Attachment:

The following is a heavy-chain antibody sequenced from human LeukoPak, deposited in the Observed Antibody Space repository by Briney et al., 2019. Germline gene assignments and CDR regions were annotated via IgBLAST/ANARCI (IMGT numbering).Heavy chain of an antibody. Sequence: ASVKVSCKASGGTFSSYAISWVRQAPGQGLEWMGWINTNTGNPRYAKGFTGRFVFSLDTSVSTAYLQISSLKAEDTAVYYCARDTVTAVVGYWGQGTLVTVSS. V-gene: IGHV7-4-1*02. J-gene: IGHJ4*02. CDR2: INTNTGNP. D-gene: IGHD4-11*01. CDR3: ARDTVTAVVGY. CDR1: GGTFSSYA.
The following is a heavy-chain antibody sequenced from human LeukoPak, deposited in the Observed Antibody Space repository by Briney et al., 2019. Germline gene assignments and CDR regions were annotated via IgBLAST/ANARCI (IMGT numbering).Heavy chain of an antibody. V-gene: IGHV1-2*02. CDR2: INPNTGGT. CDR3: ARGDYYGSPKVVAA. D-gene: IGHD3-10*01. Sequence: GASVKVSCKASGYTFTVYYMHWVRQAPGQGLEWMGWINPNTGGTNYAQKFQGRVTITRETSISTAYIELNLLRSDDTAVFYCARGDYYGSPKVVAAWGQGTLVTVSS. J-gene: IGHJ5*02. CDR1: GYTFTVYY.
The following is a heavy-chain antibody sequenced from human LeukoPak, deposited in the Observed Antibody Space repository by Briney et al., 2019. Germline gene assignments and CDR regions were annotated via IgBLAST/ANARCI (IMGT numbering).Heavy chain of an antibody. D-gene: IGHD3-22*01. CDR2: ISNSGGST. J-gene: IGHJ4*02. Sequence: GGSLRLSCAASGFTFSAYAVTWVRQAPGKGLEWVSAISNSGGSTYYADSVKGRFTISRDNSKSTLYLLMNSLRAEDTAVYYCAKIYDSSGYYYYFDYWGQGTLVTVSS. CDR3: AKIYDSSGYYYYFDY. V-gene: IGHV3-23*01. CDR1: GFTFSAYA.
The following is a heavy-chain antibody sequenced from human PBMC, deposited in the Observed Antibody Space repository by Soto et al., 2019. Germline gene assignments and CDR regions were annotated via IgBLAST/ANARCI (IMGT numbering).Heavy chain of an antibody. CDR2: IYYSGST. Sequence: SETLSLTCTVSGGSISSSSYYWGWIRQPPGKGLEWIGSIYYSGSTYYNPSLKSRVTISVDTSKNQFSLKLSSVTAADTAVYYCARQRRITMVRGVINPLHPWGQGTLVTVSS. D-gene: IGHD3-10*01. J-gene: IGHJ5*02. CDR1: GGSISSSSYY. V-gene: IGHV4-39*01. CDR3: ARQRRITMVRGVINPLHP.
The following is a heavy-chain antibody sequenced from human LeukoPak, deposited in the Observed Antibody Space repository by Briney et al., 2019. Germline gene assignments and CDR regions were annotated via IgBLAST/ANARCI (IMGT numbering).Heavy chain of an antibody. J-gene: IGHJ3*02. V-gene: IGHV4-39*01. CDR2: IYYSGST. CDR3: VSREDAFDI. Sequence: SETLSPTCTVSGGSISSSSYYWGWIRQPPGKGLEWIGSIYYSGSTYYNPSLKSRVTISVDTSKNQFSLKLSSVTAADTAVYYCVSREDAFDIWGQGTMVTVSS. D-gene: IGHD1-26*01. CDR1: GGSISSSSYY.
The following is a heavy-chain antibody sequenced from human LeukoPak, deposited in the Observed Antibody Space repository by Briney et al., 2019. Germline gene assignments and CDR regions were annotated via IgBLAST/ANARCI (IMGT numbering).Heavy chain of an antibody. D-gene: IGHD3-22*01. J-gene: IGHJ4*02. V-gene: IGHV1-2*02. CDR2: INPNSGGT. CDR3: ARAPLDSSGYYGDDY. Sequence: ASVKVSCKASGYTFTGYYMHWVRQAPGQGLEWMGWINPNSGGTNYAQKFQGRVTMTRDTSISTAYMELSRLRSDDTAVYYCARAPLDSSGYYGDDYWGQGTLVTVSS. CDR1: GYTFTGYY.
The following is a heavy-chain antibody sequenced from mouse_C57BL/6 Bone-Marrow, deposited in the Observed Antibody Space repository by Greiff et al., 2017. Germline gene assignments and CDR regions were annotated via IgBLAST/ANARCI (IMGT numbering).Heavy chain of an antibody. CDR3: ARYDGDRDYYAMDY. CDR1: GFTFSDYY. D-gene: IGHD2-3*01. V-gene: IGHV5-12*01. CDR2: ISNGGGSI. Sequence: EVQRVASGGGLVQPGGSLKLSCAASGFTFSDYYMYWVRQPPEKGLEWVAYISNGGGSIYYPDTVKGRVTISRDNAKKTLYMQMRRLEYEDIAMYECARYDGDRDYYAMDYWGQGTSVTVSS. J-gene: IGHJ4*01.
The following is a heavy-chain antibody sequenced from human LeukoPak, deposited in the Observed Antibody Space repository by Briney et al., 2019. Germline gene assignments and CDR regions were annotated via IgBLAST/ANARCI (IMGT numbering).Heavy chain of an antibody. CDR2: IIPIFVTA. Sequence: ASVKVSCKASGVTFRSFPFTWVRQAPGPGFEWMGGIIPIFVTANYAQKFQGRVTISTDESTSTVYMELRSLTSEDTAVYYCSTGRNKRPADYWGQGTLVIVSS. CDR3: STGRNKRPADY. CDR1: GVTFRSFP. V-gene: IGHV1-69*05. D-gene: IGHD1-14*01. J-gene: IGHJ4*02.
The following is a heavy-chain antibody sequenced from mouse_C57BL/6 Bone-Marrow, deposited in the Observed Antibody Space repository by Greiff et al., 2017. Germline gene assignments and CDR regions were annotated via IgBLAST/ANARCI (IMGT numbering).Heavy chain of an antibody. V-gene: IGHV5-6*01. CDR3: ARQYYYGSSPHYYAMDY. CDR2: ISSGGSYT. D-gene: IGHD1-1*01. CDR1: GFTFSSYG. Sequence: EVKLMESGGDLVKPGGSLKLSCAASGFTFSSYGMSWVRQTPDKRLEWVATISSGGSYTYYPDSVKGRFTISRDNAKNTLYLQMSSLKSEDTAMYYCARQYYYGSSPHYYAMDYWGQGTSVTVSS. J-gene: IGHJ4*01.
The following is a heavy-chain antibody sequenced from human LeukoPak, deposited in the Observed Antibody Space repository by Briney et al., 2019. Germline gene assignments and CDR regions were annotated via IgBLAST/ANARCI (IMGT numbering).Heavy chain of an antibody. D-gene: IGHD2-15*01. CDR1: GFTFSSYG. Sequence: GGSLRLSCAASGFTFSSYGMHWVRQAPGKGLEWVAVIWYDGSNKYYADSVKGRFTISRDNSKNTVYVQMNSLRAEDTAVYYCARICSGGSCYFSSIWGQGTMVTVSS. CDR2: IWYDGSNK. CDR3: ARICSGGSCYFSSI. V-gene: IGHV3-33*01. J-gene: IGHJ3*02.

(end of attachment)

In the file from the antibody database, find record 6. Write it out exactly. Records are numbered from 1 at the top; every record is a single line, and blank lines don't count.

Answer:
The following is a heavy-chain antibody sequenced from human LeukoPak, deposited in the Observed Antibody Space repository by Briney et al., 2019. Germline gene assignments and CDR regions were annotated via IgBLAST/ANARCI (IMGT numbering).Heavy chain of an antibody. D-gene: IGHD3-22*01. J-gene: IGHJ4*02. V-gene: IGHV1-2*02. CDR2: INPNSGGT. CDR3: ARAPLDSSGYYGDDY. Sequence: ASVKVSCKASGYTFTGYYMHWVRQAPGQGLEWMGWINPNSGGTNYAQKFQGRVTMTRDTSISTAYMELSRLRSDDTAVYYCARAPLDSSGYYGDDYWGQGTLVTVSS. CDR1: GYTFTGYY.